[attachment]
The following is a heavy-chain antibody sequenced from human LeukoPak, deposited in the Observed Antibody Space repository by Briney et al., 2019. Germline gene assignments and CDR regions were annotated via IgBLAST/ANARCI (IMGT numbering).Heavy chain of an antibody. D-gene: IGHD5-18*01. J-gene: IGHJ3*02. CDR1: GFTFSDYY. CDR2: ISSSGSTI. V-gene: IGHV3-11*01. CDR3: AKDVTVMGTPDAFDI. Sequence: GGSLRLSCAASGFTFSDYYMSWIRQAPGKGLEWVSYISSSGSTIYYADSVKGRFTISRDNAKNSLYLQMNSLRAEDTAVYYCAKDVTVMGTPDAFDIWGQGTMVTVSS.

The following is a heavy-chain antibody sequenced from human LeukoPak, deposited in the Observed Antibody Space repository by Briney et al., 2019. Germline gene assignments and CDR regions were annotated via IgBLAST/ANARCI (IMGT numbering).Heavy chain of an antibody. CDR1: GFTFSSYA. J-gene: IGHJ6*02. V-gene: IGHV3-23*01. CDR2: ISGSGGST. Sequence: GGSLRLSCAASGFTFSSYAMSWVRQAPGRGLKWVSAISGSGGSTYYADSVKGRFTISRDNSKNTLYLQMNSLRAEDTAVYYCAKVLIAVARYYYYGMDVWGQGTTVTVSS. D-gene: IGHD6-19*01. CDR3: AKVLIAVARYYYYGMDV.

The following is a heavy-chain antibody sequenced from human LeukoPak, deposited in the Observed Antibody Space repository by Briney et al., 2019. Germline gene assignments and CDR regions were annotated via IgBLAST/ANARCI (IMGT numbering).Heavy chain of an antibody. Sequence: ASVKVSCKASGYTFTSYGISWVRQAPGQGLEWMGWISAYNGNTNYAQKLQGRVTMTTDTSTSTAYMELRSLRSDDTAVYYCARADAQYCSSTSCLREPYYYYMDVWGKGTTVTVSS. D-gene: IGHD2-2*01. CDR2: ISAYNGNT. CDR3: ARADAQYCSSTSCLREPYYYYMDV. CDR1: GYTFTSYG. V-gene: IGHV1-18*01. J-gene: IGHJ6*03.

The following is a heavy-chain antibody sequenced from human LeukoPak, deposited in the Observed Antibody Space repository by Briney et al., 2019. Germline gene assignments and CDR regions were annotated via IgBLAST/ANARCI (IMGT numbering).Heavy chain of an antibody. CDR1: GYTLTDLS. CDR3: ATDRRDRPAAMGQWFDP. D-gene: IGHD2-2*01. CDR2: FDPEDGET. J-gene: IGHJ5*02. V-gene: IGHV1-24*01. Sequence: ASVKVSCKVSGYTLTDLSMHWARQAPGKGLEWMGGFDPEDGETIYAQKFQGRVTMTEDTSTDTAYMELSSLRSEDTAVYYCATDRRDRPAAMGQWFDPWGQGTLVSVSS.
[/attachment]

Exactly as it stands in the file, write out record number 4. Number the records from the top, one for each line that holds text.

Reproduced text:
The following is a heavy-chain antibody sequenced from human LeukoPak, deposited in the Observed Antibody Space repository by Briney et al., 2019. Germline gene assignments and CDR regions were annotated via IgBLAST/ANARCI (IMGT numbering).Heavy chain of an antibody. CDR1: GYTLTDLS. CDR3: ATDRRDRPAAMGQWFDP. D-gene: IGHD2-2*01. CDR2: FDPEDGET. J-gene: IGHJ5*02. V-gene: IGHV1-24*01. Sequence: ASVKVSCKVSGYTLTDLSMHWARQAPGKGLEWMGGFDPEDGETIYAQKFQGRVTMTEDTSTDTAYMELSSLRSEDTAVYYCATDRRDRPAAMGQWFDPWGQGTLVSVSS.